The Florida Legislature Is Tackling Climate Change During Its Current Session
The state legislative session is underway in Tallahassee. And this year, lawmakers are acknowledging the reality of climate change and sea level rise. Efforts are underway to set up a statewide resiliency program to direct state spending and consider climate change impacts.
The Legislature is building the 2021-22 state budget over the next two months and committee hearings, chaired by Republicans, are working on how to address chronic flooding of streets and neighborhoods.
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Some environmentalists applaud the recent moves by the Legislature but insist the state needs to do more than address the symptoms of climate change; lawmakers also need to deal with the root causes.
Republican Rep. Chip LaMarca is a member of the House Environment Subcommittee. He is the sponsor of a bill that would create the Office of Resiliency. He joined the Florida Roundup to discuss the role of the state’s proposed resiliency office.
Here’s an excerpt of the conversation.
TOM HUDSON: What's the priority for this office if it is created?
CHIP LAMARCA: This position or these positions, the chief resiliency officer and the chief science officer were, at least the SRO [state resilience officer] was, created already under the governor.
But this would put it in the statute. And it's important. We have to have somebody who believes in science and doesn't allow the politics to get in the way of doing good policy.
But is the priority of the legislation creating an office, creating a position? Representative, what's the priority for those people who fill those offices to do for the state of Florida regarding resiliency?
There's multiple efforts. And in my bill, Resiliency House Bill 315, basically creates that office of the chief resiliency officer, which will chair the sea level rise task force. The chief science officer will be the vice-chair, both under the EPA and appointed by the governor.
What is it that you want to charge them with doing?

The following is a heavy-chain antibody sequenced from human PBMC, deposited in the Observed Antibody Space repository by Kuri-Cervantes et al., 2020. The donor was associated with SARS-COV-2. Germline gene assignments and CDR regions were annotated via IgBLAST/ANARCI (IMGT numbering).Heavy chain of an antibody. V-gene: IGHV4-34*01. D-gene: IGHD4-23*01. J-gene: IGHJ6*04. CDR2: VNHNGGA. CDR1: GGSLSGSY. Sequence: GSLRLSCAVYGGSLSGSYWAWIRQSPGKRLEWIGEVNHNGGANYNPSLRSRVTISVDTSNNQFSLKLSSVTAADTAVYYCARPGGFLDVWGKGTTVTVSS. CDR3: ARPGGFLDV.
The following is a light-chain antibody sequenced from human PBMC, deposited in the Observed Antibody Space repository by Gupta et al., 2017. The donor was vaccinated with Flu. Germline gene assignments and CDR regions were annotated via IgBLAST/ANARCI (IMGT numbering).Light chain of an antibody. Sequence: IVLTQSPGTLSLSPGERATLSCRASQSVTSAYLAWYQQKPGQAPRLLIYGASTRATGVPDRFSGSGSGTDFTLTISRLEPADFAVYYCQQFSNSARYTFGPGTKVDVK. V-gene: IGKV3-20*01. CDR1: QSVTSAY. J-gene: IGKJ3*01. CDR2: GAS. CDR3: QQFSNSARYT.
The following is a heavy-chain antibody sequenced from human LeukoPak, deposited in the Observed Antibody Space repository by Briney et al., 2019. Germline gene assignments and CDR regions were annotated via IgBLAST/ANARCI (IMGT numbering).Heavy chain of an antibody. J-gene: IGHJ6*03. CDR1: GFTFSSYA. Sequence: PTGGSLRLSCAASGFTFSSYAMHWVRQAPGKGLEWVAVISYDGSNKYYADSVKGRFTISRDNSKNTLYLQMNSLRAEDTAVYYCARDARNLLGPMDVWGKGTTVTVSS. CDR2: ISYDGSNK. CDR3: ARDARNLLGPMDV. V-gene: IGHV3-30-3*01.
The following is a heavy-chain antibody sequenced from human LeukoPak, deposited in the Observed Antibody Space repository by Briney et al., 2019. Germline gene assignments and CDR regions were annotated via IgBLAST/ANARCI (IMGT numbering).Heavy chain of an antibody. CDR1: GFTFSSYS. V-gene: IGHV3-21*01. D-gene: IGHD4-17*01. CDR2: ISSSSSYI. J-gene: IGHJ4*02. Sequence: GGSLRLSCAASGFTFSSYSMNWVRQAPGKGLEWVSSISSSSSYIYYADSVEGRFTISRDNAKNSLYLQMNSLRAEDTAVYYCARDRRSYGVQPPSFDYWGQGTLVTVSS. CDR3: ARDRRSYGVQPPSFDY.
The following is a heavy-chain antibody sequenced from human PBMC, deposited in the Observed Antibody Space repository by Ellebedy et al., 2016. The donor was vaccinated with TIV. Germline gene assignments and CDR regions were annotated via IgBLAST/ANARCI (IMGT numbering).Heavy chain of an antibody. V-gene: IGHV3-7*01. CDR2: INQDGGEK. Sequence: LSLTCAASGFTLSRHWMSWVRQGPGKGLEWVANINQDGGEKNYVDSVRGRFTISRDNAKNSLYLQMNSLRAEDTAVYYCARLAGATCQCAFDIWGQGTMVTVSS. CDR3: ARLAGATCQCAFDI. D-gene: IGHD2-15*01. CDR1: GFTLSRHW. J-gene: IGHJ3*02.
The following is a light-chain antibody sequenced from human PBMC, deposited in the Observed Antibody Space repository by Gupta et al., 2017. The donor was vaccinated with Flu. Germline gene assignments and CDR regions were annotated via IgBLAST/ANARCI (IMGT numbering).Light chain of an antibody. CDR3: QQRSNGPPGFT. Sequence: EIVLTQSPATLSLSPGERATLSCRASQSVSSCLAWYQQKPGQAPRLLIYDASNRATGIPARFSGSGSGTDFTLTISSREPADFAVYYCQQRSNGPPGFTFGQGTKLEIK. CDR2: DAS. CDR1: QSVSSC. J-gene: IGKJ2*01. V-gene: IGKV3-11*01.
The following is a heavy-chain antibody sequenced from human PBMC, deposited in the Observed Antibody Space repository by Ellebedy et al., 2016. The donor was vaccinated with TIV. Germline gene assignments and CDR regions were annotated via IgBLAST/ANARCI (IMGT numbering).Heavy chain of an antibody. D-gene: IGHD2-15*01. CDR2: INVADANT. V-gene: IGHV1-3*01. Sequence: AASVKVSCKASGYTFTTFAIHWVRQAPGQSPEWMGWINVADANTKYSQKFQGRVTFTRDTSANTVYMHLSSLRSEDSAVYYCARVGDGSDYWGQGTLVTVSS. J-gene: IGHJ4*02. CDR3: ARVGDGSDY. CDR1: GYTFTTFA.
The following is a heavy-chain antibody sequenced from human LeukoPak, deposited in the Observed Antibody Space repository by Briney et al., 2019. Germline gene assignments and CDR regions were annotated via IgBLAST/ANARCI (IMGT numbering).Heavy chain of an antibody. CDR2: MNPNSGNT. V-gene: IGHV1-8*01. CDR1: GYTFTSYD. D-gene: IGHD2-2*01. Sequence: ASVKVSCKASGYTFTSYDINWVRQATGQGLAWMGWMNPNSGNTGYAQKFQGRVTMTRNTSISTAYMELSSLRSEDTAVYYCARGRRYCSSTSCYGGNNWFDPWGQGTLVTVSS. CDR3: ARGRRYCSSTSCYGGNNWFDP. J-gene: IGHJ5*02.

You're asking me what I want to charge them to do, but it's important to understand that a lot of our agency is going to be involved with this. The charge is to deal with the actual impacts of sea level rise and dealing with issues — look, I'm from coastal Broward, we have coastal issues: flooding, we have non-storm surge flooding, we have dry-day flooding. We have all these issues we're trying to deal with.
And I think it has to come from a statewide perspective of whether it's sea level rise issues dealing with seawalls, hardening our beaches, and things like that. So we want to actually get to the meat of the problem and not sit around and talk about it anymore. We want to get things done.
One of the meats of the problem, of course, is the underlying cause of warmer oceans, or wetter storms, more rainfall, of course, carbon emissions. Would you support efforts to have the state reach zero carbon emissions at some point in 30 years, for instance?
At some point and 30 years are two different things. I'd like to look at what we're doing. When I served in Broward. I was very, very proud that Florida Power and Light went to all natural gas.
It’s still a fossil fuel, though.
All right. So let's make the determination, is it cleaner than the previous fuel? I mean, we have to get there in steps. You've got Democrat senators from Montana who don't believe in what we're doing on some of these issues. I believe in getting to the meat of the problem and fixing it. It’s a lofty goal that the federal government wants to do. We can probably adhere to parts of that here in Florida and come up with pragmatic ways to roll it out.